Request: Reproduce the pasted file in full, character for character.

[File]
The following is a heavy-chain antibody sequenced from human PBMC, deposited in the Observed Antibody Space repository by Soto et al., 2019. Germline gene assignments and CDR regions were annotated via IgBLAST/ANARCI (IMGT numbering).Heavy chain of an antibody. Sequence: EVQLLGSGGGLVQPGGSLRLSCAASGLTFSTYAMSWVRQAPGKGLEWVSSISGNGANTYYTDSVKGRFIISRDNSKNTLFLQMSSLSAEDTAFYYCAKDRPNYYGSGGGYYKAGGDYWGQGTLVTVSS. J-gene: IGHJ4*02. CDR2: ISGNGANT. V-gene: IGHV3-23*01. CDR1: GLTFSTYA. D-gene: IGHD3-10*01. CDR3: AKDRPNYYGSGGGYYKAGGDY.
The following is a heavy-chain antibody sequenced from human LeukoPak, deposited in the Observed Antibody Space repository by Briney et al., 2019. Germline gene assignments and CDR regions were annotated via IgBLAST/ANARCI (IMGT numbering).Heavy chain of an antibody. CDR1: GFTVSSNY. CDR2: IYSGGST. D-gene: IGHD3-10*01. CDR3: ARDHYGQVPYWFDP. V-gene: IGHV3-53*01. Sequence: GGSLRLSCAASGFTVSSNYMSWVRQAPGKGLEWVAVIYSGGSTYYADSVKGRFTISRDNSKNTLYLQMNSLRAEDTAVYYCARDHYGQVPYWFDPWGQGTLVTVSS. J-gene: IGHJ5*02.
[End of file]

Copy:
The following is a heavy-chain antibody sequenced from human PBMC, deposited in the Observed Antibody Space repository by Soto et al., 2019. Germline gene assignments and CDR regions were annotated via IgBLAST/ANARCI (IMGT numbering).Heavy chain of an antibody. Sequence: EVQLLGSGGGLVQPGGSLRLSCAASGLTFSTYAMSWVRQAPGKGLEWVSSISGNGANTYYTDSVKGRFIISRDNSKNTLFLQMSSLSAEDTAFYYCAKDRPNYYGSGGGYYKAGGDYWGQGTLVTVSS. J-gene: IGHJ4*02. CDR2: ISGNGANT. V-gene: IGHV3-23*01. CDR1: GLTFSTYA. D-gene: IGHD3-10*01. CDR3: AKDRPNYYGSGGGYYKAGGDY.
The following is a heavy-chain antibody sequenced from human LeukoPak, deposited in the Observed Antibody Space repository by Briney et al., 2019. Germline gene assignments and CDR regions were annotated via IgBLAST/ANARCI (IMGT numbering).Heavy chain of an antibody. CDR1: GFTVSSNY. CDR2: IYSGGST. D-gene: IGHD3-10*01. CDR3: ARDHYGQVPYWFDP. V-gene: IGHV3-53*01. Sequence: GGSLRLSCAASGFTVSSNYMSWVRQAPGKGLEWVAVIYSGGSTYYADSVKGRFTISRDNSKNTLYLQMNSLRAEDTAVYYCARDHYGQVPYWFDPWGQGTLVTVSS. J-gene: IGHJ5*02.